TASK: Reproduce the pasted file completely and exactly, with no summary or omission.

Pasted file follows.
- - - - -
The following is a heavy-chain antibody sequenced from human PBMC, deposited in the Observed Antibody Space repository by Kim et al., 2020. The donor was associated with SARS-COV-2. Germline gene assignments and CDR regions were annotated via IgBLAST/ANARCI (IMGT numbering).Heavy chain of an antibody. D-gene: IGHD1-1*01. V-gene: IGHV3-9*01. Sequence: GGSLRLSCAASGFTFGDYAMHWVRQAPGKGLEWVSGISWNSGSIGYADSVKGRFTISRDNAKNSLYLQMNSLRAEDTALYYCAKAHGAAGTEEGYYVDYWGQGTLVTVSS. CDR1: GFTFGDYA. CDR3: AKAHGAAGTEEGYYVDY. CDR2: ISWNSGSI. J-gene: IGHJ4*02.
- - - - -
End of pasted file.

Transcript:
The following is a heavy-chain antibody sequenced from human PBMC, deposited in the Observed Antibody Space repository by Kim et al., 2020. The donor was associated with SARS-COV-2. Germline gene assignments and CDR regions were annotated via IgBLAST/ANARCI (IMGT numbering).Heavy chain of an antibody. D-gene: IGHD1-1*01. V-gene: IGHV3-9*01. Sequence: GGSLRLSCAASGFTFGDYAMHWVRQAPGKGLEWVSGISWNSGSIGYADSVKGRFTISRDNAKNSLYLQMNSLRAEDTALYYCAKAHGAAGTEEGYYVDYWGQGTLVTVSS. CDR1: GFTFGDYA. CDR3: AKAHGAAGTEEGYYVDY. CDR2: ISWNSGSI. J-gene: IGHJ4*02.